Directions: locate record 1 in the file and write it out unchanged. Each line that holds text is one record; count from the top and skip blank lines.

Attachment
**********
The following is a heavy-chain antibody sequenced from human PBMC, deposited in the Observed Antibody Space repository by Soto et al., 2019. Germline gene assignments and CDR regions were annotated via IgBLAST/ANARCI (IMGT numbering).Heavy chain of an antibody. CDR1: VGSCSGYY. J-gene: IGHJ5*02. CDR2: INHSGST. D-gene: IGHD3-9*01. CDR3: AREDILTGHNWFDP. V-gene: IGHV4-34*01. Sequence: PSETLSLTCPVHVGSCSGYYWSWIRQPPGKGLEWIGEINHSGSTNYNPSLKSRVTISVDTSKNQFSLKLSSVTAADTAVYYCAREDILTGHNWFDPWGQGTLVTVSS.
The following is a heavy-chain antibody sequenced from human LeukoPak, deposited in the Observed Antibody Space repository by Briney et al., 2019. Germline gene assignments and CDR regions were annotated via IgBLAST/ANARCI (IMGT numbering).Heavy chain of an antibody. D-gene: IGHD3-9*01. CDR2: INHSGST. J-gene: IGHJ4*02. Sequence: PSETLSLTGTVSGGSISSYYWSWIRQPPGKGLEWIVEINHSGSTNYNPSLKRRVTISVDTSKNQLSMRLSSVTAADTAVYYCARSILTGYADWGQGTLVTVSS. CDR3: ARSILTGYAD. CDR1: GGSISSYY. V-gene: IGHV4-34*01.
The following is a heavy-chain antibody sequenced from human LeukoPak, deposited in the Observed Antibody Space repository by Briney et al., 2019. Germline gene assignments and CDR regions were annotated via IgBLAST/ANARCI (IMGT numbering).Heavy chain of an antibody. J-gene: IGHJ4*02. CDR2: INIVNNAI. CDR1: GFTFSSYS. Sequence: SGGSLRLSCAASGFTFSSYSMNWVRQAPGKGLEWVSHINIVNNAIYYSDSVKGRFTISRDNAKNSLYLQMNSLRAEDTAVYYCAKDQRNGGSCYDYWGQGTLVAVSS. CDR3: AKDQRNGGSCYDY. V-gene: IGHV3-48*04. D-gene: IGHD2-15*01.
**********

The following is a heavy-chain antibody sequenced from human PBMC, deposited in the Observed Antibody Space repository by Soto et al., 2019. Germline gene assignments and CDR regions were annotated via IgBLAST/ANARCI (IMGT numbering).Heavy chain of an antibody. CDR1: VGSCSGYY. J-gene: IGHJ5*02. CDR2: INHSGST. D-gene: IGHD3-9*01. CDR3: AREDILTGHNWFDP. V-gene: IGHV4-34*01. Sequence: PSETLSLTCPVHVGSCSGYYWSWIRQPPGKGLEWIGEINHSGSTNYNPSLKSRVTISVDTSKNQFSLKLSSVTAADTAVYYCAREDILTGHNWFDPWGQGTLVTVSS.